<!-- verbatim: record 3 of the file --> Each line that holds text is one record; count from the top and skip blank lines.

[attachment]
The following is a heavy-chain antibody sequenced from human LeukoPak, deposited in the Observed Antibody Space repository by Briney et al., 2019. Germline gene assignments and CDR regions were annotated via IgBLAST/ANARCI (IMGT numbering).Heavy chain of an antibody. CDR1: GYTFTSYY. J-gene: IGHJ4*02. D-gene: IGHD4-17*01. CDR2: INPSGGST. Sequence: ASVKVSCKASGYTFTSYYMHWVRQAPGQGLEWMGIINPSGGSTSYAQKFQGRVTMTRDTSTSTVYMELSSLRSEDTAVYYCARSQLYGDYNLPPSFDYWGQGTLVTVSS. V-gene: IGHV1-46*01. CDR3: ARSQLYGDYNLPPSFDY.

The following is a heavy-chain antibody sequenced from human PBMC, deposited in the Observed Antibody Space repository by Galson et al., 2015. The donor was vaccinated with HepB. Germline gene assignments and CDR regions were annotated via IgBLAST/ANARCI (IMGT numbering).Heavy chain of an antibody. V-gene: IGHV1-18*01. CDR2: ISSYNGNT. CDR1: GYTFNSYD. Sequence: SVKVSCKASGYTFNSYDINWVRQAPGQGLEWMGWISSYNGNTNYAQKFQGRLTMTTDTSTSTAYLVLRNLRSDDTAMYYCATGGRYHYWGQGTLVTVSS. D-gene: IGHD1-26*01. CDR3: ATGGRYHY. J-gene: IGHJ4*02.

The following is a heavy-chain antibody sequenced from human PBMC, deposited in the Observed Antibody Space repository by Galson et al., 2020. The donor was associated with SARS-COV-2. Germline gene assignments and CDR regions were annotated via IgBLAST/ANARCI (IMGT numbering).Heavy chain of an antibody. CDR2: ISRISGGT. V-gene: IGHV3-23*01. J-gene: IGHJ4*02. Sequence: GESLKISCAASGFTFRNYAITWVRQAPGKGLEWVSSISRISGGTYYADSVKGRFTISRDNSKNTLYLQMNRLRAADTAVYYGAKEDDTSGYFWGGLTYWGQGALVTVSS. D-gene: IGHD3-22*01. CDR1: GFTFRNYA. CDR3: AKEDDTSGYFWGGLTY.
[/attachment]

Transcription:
The following is a heavy-chain antibody sequenced from human PBMC, deposited in the Observed Antibody Space repository by Galson et al., 2020. The donor was associated with SARS-COV-2. Germline gene assignments and CDR regions were annotated via IgBLAST/ANARCI (IMGT numbering).Heavy chain of an antibody. CDR2: ISRISGGT. V-gene: IGHV3-23*01. J-gene: IGHJ4*02. Sequence: GESLKISCAASGFTFRNYAITWVRQAPGKGLEWVSSISRISGGTYYADSVKGRFTISRDNSKNTLYLQMNRLRAADTAVYYGAKEDDTSGYFWGGLTYWGQGALVTVSS. D-gene: IGHD3-22*01. CDR1: GFTFRNYA. CDR3: AKEDDTSGYFWGGLTY.